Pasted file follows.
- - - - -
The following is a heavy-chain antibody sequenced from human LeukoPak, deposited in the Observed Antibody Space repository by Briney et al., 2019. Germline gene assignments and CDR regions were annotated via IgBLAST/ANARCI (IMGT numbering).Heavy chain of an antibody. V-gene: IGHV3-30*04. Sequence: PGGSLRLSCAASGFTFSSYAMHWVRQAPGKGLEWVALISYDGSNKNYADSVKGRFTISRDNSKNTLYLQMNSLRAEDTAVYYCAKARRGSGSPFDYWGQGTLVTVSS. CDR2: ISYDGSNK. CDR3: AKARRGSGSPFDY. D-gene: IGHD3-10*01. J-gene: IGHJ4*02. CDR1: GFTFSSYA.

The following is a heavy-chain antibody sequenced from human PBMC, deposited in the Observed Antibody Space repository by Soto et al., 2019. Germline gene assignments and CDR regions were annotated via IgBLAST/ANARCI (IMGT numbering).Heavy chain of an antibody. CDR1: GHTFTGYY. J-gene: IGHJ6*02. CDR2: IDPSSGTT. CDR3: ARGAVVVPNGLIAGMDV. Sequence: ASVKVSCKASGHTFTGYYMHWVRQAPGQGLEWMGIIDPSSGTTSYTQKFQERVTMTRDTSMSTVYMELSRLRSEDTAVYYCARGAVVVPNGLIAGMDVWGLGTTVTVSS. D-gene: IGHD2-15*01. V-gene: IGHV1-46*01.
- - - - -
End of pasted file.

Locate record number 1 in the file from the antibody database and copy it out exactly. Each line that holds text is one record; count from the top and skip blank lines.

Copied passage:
The following is a heavy-chain antibody sequenced from human LeukoPak, deposited in the Observed Antibody Space repository by Briney et al., 2019. Germline gene assignments and CDR regions were annotated via IgBLAST/ANARCI (IMGT numbering).Heavy chain of an antibody. V-gene: IGHV3-30*04. Sequence: PGGSLRLSCAASGFTFSSYAMHWVRQAPGKGLEWVALISYDGSNKNYADSVKGRFTISRDNSKNTLYLQMNSLRAEDTAVYYCAKARRGSGSPFDYWGQGTLVTVSS. CDR2: ISYDGSNK. CDR3: AKARRGSGSPFDY. D-gene: IGHD3-10*01. J-gene: IGHJ4*02. CDR1: GFTFSSYA.